A few steps from the Flinstones, Randall from the movie Monster's Inc. laid grimacing in the harder sand near the ocean waves. Randall's creator, Jessica Bassett of Wall, said she has competed in the sandcastle competition with her family for 10 years -- and she has the expertise to prove it.

    The Bassett family always starts by sketching an outline in the sand, she said, then they dig to access the harder sand found closer to the ocean or underneath the top layer that is better for packing.


    "Start from the top and work your way down so the detail is in the face," Bassett said. "You don't want to get too crazy."

    Around 1 p.m. the competitors put down their shovels for the last time and gathered around the white event tent to see who would take home the 15-plus trophies and gift baskets overflowing with boogie boards, hula hoops and other beach-themed goodies.

    According to Panossian, the following individuals and groups placed in the Belmar competition:

    Camps and Rec.

    1st: Marlboro Rec - The Turtle Team

    2nd: The Brookside School - Butterfly

    3rd: The Brookside School - Unicorn from Despicable Me

    7 & Under

    1st: Gianni - Mount St. Belmar

    2nd: Luam McNulty - The Bat Castle

    3rd: Kia Raicer - Dinosaurs

    8-11yrs old

    1st: Bryan Rimer - Lazy Day Volcano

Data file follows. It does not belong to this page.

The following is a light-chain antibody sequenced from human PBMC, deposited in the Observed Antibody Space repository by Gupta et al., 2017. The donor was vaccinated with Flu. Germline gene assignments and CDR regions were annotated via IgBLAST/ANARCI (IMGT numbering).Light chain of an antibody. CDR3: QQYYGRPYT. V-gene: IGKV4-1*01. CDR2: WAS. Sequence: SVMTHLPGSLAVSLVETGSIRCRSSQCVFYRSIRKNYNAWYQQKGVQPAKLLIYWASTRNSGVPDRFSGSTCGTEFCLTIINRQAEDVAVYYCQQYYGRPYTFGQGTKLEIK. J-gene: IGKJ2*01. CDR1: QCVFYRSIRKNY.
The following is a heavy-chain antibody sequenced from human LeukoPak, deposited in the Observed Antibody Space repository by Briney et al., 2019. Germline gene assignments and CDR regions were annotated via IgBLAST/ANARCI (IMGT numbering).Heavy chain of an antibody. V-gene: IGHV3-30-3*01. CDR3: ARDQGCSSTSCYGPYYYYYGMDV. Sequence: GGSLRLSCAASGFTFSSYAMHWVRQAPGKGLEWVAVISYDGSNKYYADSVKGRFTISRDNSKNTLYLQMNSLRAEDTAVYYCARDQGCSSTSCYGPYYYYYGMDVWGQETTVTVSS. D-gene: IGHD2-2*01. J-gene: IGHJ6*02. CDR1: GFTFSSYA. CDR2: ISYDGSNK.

2nd: Sisters Forever (Corde) - Cute Kitty

    3rd: Kaiser & Conner - S.S. Belmar

    12-15yrs old

    1st: Bobby & Emily - The Ship

    2nd: Anthony Barisciano - Fire Dept. Living Room

    3rd: Ocean Elite - Punch Buggy No Punh Back

    16 & over

    1st: Theresa Tarabocchia - Cinderella's Carriage

    2nd: Brendon Schaffer - Great Sand Dragon

    3rd: James Parisi - Harrison the Hippo


    1st: Holiday - Peanut the Elephant

    2nd: Andorra Tola- Jurassic Beach

    3rd: Andrew - Pioe Dreams

    Best Traditional Castle

    Milania Perry - Mermaid Special

    Overall Winner

    The Bikini Boys - Yaba Dana Do

    Cassidy Grom may be reached at Follow her at @cassidygrom. Find on Facebook.

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    Gov. Phil Murphy released a statement a day after a pair of published reports described bleak living and working conditions at the professional women's soccer team he owns.

    A day after a pair of published reports described bleak living and working conditions at the New Jersey professional women's soccer team he owns, Gov. Phil Murphy released a statement Wednesday night saying the players "deserve better" and that he's requiring management to "improve" the situation.

    "I don't find the status quo tolerable -- and these players deserve better," Murphy said of his team, Sky Blue FC, in his first public comments since the reports. 

    "They deserve to operate in a professional and supportive environment so they can do what they do best -- play the game, inspire fans, and build community through the power of the world's most popular sport," he added.